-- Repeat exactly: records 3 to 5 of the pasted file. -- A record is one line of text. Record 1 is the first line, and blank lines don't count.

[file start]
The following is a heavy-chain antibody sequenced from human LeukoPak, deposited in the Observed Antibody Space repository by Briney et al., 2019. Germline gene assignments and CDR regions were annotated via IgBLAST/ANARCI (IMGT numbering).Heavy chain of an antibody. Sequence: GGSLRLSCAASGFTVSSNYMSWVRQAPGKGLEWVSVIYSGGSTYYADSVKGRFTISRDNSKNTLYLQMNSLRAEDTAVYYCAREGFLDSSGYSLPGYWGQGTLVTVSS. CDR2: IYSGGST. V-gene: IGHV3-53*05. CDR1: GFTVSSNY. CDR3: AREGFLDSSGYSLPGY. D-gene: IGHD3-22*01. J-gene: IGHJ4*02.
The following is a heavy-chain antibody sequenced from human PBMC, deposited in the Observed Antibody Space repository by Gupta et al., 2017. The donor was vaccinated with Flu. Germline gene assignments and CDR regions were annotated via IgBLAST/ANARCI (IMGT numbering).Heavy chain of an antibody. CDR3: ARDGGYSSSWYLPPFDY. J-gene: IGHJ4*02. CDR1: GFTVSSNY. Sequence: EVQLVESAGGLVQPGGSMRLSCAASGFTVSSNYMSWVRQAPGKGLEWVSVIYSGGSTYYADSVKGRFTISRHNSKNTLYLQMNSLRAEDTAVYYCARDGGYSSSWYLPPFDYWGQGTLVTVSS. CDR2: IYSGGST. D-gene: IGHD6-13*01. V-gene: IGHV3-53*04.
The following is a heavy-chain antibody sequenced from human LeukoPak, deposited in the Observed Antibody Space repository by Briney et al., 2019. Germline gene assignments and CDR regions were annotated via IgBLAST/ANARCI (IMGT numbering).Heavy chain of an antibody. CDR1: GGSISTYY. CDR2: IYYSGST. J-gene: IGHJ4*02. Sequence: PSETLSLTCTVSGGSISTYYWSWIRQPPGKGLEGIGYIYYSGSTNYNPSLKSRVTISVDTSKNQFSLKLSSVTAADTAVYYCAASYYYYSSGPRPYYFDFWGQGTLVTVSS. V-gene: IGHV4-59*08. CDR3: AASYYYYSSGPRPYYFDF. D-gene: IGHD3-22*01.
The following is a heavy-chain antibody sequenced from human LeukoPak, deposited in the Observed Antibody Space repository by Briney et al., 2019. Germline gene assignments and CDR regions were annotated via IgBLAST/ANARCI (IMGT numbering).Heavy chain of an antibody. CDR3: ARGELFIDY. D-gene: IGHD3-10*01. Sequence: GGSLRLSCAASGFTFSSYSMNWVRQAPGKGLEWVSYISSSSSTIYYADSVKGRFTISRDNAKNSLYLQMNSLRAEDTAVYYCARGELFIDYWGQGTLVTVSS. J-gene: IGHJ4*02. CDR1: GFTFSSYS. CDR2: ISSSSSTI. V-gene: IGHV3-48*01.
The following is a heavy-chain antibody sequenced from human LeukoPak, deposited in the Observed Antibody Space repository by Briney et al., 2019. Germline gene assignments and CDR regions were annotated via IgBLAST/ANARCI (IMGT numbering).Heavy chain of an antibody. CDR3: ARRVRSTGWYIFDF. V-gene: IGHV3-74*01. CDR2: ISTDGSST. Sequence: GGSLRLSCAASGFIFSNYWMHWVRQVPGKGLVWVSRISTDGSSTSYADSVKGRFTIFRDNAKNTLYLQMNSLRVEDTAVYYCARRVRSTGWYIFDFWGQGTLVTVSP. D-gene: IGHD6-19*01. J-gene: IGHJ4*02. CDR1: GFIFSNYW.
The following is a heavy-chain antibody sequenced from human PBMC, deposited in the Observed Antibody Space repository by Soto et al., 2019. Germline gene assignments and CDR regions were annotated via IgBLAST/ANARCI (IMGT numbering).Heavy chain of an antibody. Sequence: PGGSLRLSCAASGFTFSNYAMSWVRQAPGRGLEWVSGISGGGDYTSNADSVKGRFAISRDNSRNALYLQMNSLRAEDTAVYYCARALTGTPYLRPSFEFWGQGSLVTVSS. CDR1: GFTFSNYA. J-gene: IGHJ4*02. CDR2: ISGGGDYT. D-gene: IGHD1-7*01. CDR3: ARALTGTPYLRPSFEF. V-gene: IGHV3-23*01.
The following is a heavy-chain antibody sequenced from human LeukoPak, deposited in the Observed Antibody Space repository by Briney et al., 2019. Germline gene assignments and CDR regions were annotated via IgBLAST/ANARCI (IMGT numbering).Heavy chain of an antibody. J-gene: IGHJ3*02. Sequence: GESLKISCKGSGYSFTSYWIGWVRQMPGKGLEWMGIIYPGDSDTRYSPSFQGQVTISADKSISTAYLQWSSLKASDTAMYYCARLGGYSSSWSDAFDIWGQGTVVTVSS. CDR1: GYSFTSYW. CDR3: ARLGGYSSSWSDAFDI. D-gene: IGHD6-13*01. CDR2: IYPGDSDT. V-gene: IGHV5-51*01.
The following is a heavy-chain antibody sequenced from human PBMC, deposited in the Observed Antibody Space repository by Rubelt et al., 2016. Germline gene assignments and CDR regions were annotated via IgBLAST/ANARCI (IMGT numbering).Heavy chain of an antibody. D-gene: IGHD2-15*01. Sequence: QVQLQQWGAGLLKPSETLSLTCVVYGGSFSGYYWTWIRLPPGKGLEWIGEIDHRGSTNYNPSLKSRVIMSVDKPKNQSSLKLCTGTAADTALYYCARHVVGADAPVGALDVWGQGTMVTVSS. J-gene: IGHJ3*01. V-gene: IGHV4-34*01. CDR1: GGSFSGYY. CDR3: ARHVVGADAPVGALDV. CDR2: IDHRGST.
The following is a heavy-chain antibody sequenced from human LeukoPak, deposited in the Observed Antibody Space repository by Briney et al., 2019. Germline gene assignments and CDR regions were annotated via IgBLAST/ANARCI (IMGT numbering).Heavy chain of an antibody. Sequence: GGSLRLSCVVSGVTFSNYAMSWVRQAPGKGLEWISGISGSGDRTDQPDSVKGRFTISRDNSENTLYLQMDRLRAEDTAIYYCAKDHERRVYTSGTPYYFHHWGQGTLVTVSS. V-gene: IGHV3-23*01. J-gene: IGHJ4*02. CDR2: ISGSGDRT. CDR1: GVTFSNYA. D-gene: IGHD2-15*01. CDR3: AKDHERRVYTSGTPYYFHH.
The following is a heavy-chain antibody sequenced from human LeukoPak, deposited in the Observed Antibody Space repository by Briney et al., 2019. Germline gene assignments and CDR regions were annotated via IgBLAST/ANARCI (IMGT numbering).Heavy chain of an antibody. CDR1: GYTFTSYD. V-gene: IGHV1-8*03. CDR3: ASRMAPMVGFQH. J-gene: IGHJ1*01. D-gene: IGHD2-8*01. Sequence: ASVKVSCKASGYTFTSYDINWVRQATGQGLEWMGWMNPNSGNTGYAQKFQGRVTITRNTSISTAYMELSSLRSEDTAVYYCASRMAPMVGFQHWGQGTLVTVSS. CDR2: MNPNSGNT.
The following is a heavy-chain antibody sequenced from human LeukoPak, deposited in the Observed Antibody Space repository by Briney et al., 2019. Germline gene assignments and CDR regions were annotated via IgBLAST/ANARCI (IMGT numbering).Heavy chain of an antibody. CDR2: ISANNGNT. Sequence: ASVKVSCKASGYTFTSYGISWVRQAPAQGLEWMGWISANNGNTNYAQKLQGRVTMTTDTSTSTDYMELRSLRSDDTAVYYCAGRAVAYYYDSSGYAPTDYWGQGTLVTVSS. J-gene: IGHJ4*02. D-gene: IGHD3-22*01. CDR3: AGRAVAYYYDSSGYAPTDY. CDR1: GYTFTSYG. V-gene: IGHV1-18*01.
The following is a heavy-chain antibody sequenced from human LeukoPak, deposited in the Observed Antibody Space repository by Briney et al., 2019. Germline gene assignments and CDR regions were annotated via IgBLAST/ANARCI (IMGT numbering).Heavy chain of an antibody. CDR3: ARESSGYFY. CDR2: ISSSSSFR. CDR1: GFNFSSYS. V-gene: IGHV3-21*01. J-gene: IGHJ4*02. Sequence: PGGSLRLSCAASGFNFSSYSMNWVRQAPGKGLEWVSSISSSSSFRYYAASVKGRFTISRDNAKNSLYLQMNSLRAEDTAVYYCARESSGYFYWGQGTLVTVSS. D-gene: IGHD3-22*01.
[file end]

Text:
The following is a heavy-chain antibody sequenced from human LeukoPak, deposited in the Observed Antibody Space repository by Briney et al., 2019. Germline gene assignments and CDR regions were annotated via IgBLAST/ANARCI (IMGT numbering).Heavy chain of an antibody. CDR1: GGSISTYY. CDR2: IYYSGST. J-gene: IGHJ4*02. Sequence: PSETLSLTCTVSGGSISTYYWSWIRQPPGKGLEGIGYIYYSGSTNYNPSLKSRVTISVDTSKNQFSLKLSSVTAADTAVYYCAASYYYYSSGPRPYYFDFWGQGTLVTVSS. V-gene: IGHV4-59*08. CDR3: AASYYYYSSGPRPYYFDF. D-gene: IGHD3-22*01.
The following is a heavy-chain antibody sequenced from human LeukoPak, deposited in the Observed Antibody Space repository by Briney et al., 2019. Germline gene assignments and CDR regions were annotated via IgBLAST/ANARCI (IMGT numbering).Heavy chain of an antibody. CDR3: ARGELFIDY. D-gene: IGHD3-10*01. Sequence: GGSLRLSCAASGFTFSSYSMNWVRQAPGKGLEWVSYISSSSSTIYYADSVKGRFTISRDNAKNSLYLQMNSLRAEDTAVYYCARGELFIDYWGQGTLVTVSS. J-gene: IGHJ4*02. CDR1: GFTFSSYS. CDR2: ISSSSSTI. V-gene: IGHV3-48*01.
The following is a heavy-chain antibody sequenced from human LeukoPak, deposited in the Observed Antibody Space repository by Briney et al., 2019. Germline gene assignments and CDR regions were annotated via IgBLAST/ANARCI (IMGT numbering).Heavy chain of an antibody. CDR3: ARRVRSTGWYIFDF. V-gene: IGHV3-74*01. CDR2: ISTDGSST. Sequence: GGSLRLSCAASGFIFSNYWMHWVRQVPGKGLVWVSRISTDGSSTSYADSVKGRFTIFRDNAKNTLYLQMNSLRVEDTAVYYCARRVRSTGWYIFDFWGQGTLVTVSP. D-gene: IGHD6-19*01. J-gene: IGHJ4*02. CDR1: GFIFSNYW.